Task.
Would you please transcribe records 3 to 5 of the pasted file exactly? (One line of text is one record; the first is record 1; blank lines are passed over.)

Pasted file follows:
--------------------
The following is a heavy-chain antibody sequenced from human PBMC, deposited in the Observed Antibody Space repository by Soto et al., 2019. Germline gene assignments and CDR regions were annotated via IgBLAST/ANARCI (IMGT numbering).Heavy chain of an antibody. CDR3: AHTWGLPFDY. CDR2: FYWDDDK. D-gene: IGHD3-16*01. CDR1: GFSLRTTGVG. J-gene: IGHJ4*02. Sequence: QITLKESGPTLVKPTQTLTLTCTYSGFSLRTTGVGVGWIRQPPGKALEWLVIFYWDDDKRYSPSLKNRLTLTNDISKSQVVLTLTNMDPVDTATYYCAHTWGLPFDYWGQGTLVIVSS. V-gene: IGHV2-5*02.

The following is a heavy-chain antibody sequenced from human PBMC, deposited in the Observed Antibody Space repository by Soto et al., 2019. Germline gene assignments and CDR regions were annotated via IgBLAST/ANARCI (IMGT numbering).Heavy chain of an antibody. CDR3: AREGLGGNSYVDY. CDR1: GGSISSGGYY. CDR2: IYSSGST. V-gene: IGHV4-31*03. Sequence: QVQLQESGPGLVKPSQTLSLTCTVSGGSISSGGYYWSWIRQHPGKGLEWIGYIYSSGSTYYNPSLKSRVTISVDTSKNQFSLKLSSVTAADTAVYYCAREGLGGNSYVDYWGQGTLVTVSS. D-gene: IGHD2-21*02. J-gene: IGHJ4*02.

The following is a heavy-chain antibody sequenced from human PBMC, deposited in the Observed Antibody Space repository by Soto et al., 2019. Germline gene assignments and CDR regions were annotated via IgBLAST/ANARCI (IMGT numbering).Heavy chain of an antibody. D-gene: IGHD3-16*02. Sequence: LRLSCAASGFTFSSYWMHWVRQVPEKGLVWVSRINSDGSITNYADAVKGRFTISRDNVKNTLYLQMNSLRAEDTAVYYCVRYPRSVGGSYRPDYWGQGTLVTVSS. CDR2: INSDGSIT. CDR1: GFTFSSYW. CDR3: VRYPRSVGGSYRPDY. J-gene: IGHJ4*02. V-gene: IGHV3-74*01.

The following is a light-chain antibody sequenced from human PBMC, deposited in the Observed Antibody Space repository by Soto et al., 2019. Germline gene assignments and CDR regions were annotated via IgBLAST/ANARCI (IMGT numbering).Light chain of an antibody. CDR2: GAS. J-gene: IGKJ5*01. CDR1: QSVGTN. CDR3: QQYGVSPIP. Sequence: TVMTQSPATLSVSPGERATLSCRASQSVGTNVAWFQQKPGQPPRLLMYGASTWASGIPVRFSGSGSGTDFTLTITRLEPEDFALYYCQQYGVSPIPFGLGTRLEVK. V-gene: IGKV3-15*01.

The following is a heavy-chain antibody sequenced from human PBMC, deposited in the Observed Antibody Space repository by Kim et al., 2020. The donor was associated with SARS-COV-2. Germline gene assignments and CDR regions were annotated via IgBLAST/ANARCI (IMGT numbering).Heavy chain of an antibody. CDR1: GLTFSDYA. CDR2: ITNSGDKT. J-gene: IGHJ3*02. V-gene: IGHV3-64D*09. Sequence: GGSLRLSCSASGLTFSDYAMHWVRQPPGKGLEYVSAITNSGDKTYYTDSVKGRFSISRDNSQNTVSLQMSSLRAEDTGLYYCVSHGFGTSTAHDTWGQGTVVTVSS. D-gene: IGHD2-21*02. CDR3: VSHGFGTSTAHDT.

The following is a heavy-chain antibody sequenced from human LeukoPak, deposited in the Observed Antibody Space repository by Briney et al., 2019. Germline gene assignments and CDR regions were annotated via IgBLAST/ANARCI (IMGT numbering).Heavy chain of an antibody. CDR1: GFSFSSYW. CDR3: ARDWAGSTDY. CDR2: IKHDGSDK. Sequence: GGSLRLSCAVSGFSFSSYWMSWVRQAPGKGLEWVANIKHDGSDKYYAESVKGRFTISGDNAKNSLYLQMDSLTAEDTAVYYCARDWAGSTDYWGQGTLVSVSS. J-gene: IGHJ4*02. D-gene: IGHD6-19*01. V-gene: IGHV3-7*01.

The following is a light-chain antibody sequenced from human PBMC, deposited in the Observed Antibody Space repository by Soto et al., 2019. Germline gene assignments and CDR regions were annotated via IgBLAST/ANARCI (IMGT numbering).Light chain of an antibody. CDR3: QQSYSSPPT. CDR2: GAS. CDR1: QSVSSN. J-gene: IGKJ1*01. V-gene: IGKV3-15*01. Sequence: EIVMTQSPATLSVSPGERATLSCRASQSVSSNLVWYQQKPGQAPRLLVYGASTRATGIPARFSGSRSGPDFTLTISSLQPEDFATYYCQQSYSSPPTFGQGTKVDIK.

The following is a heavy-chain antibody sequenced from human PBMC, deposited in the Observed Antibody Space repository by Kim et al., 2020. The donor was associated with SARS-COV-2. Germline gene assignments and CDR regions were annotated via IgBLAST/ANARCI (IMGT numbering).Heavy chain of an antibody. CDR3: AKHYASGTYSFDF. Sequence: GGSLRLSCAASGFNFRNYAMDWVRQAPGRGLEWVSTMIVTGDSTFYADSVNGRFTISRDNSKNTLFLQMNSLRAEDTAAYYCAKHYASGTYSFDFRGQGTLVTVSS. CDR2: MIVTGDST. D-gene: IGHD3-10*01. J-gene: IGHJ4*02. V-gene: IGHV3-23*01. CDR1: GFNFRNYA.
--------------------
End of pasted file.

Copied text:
The following is a heavy-chain antibody sequenced from human PBMC, deposited in the Observed Antibody Space repository by Soto et al., 2019. Germline gene assignments and CDR regions were annotated via IgBLAST/ANARCI (IMGT numbering).Heavy chain of an antibody. D-gene: IGHD3-16*02. Sequence: LRLSCAASGFTFSSYWMHWVRQVPEKGLVWVSRINSDGSITNYADAVKGRFTISRDNVKNTLYLQMNSLRAEDTAVYYCVRYPRSVGGSYRPDYWGQGTLVTVSS. CDR2: INSDGSIT. CDR1: GFTFSSYW. CDR3: VRYPRSVGGSYRPDY. J-gene: IGHJ4*02. V-gene: IGHV3-74*01.

The following is a light-chain antibody sequenced from human PBMC, deposited in the Observed Antibody Space repository by Soto et al., 2019. Germline gene assignments and CDR regions were annotated via IgBLAST/ANARCI (IMGT numbering).Light chain of an antibody. CDR2: GAS. J-gene: IGKJ5*01. CDR1: QSVGTN. CDR3: QQYGVSPIP. Sequence: TVMTQSPATLSVSPGERATLSCRASQSVGTNVAWFQQKPGQPPRLLMYGASTWASGIPVRFSGSGSGTDFTLTITRLEPEDFALYYCQQYGVSPIPFGLGTRLEVK. V-gene: IGKV3-15*01.

The following is a heavy-chain antibody sequenced from human PBMC, deposited in the Observed Antibody Space repository by Kim et al., 2020. The donor was associated with SARS-COV-2. Germline gene assignments and CDR regions were annotated via IgBLAST/ANARCI (IMGT numbering).Heavy chain of an antibody. CDR1: GLTFSDYA. CDR2: ITNSGDKT. J-gene: IGHJ3*02. V-gene: IGHV3-64D*09. Sequence: GGSLRLSCSASGLTFSDYAMHWVRQPPGKGLEYVSAITNSGDKTYYTDSVKGRFSISRDNSQNTVSLQMSSLRAEDTGLYYCVSHGFGTSTAHDTWGQGTVVTVSS. D-gene: IGHD2-21*02. CDR3: VSHGFGTSTAHDT.